Youth of the Beast (Review)
Youth of the Beast
aka 野獣の青春 aka Yaju no Seishun aka Wild Youth
Written by Ichiro Ikeda and Tadaki Yamazaki
Based on the novel by Haruhiko Oyabu
Directed by Seijun Suzuki
A random stranger coming to town to pit two rival groups against each other is a classic story done well in a variety of genres, and with Youth of the Beast we get the story set in the swinging 1960s yakuza beat, with director Seijun Suzuki determined to make the visuals by themselves a grand spectacle. Joe Shishido and his cheeks take their usual place as a Suzuki lead, as Shishido’s Joji Mizuno waltzes in to lead the sides to their collective dooms.
so what makes Youth of the Beast worth watching like similar tales Yojimbo, Red Harvest, Django, A Fistful of Dollars, or even The Warrior and the Sorceress? Aside from the story being well told again, there is the great Seijun Suzuki visuals. Suzuki starts showing off his boredom with the nonstop yakuza films by tossing in a bunch of visual flair. He must have had fun, because his films only seemed to escalate from here. Youth of the Beast opens with a bleak black and white scene of solemn police investigating a double suicide, a cop and a woman, the only point of color (and life) being a red flower. This sharply contrasts with the vibrant color and exciting city life full of laughing girls, violent fights at the drop of a hat, and a jazzy soundtrack that immediately follows, as Joji Mizuno beats through some Nomoto yakuza thugs to rob their money and blow it at their club.
The energetic club is full of life, sin, and sound, while the Nomoto yakuza bosses who control it observe though soundproof one way mirrors, giving the mirth a surreal quality. Mizuno’s ease of dispatching the thugs gains the interest of the boss, and after a bit of interrogation and some display of weapons skills, he’s on their team. Then just as quickly, Mizuno is ratting everything out to the boss of the rival Sanko gang. As he’s out for revenge against the groups that ruined his life, breaking them apart piece by piece becomes a fun game.
The Sanko gang hideout has a movie screen constantly showing random scenes from modern Japanese films as a sort of subliminal backdrop. Youth of the Beast post-dates Yojimbo but predatesA Fistful of Dollars, the screens can be seen as a form of transformation of this story, as it morphs in movie form from ancient Japan to Old West America, taking the then-modern Japan detour and getting infused with Western film conventions from Nikkatsu borderless action.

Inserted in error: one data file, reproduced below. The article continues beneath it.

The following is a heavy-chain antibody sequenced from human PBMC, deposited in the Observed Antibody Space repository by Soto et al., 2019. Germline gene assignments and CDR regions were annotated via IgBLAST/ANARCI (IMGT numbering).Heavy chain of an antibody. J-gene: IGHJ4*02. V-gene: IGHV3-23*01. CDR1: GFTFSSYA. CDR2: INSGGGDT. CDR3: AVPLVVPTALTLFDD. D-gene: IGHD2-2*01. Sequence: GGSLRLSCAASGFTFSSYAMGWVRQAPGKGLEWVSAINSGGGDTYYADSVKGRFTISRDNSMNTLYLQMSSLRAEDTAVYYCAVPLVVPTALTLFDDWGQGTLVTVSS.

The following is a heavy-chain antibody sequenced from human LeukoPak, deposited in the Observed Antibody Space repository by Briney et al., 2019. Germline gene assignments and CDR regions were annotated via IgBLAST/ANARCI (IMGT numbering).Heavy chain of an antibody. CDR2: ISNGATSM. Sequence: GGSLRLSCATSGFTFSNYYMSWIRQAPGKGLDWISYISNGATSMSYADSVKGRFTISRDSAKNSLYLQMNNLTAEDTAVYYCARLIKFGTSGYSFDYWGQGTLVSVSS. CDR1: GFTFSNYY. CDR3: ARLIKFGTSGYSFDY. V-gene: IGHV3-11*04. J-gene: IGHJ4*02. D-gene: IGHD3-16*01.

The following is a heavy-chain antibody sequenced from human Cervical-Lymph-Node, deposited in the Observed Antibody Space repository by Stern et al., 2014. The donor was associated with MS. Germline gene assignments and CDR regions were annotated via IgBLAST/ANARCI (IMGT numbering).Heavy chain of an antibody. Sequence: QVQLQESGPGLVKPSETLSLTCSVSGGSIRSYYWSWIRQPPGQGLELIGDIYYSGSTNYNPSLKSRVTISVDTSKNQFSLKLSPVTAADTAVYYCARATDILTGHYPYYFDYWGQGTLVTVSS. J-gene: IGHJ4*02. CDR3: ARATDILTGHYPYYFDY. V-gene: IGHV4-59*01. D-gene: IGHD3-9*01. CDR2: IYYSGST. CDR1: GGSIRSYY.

In addition to the visuals, there are some more fun points. One of the goons is often lovey-dovey with a cat, but easily brandishes lots of knives and no hesitation to use them. The Nomoto boss has so many mistresses the more influential one is trying to knock off the others. Call girls are organized by a sadistic gay stereotype. Lives are short and the violence is excessive and destructive.
Like all good tales, there are twists and turns and obstacles in the way. Jo Mizuno may be a slick and smart fighter, but he’s going up against two powerful organizations, one of which is determined to find the dirt on him (the other thinks they can just win him to their ways by having common enemies). The Sanko gang birthed Nomoto but now is being forced out by him. One Sanko gang member immediately takes a shine to Mizuno, but we seem him repeat the act on a rival gang member’s moll, who uses that to work against him and his men. The final reveal is worth keeping quiet, though fans of the genre will see it stand out like a beacon in the dark.
Youth of the Beast is a great rough draft of the masterpieces Suzuki would soon unleash, enough that it holds its own as a masterstroke. While we can mourn the career cut short due to Nikkatsu firing Suzuki, we are blessed with the large body of work that he did manage to bring to the world.
Rated 8/10 (logo, director cameo, fan dance, statue perving, flame blasting, candy phone, model mayhem, flare fire)
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